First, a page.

Research indicates adoption of the new product among the general population and by generational segments
Research by the journal Foods predicts that cultivated meat is likely to make up a major part of consumers’ future diets. The study showed patterns of greater openness to trying such products by younger generational groups: 87-89% of Gen Z adults, 84-85% of Millennials, 76-77% of Gen X, and 70-74% of Boomers were at least somewhat open to trying cultivated meat.
Researchers surveyed a large, representative sample of 2,018 US and 2,034 UK consumers, assessing indicators of adoption among the general population, and by generational segments.
The majority of consumers surveyed were unfamiliar with cultivated meat, yet upon being presented with a description, respondents, on average, imagined that cultivated meat could make up about 40% of their future meat intake, with conventional meat constituting around 60%.
Honing in on the findings of the survey, which segmented the participants by age and by degree of enthusiasm, 40% of consumers were “very” or “extremely likely” to try cultivated meat in both the US and the UK.
This group of enthusiastic triers was categorised as the ‘early majority’ group. Of the early majority group, 98-99% of them said they would consider welcoming it as a regular item in their shopping basket. The vast majority of the early majority are omnivores (94-95%) who consume meat two-to-three times a day in a typical week.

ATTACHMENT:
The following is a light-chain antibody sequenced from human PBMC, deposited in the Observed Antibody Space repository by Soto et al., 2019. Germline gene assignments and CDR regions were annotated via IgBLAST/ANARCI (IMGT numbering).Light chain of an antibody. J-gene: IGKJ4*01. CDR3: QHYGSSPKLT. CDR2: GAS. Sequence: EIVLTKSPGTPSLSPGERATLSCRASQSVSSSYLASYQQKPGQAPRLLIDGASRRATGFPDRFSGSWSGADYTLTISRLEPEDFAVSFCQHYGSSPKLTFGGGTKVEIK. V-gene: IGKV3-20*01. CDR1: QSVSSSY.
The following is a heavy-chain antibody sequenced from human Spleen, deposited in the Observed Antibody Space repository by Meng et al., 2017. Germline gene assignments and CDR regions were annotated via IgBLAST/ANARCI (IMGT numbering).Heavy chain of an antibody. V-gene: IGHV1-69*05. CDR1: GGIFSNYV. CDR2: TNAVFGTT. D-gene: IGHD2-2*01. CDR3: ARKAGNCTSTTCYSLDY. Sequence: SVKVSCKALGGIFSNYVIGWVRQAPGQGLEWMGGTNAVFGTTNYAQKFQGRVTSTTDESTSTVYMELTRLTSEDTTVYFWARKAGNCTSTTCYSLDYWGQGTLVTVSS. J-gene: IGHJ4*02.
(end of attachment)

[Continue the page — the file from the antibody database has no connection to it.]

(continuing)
The research was commissioned by Israeli cell-based meat start-up Aleph Farms. Commenting on the findings, chief executive Didier Toubia said: “In order to turn this expected acceptance into actual consumption patterns over time, it is critical to develop the right products, based on the right solutions. In the long term, Aleph Farms’ vision is to provide a better alternative to industrial livestock farming, which represents approximately 70% of global meat production today.”
Keri Szejda, who led the research said: “The results suggest that cultivated meat is likely to be widely accepted by the general public, especially the younger generations and an eager group of early adopters who appreciate its benefits across a wide range of social issues. These groups tend to embrace change and need little encouragement to try new food innovations.
“Additionally, we observed an increase in support for the technology once consumers had access to additional information, underscoring the importance of effective science communication for consumer adoption.”
Toubia added: “In contrast to the younger eager adopters, the older generations are more wary of change. Social proof is important to them and they want to be assured that a product is safe, functional, and beneficial before they adopt it.”
Date published: 11 May 2021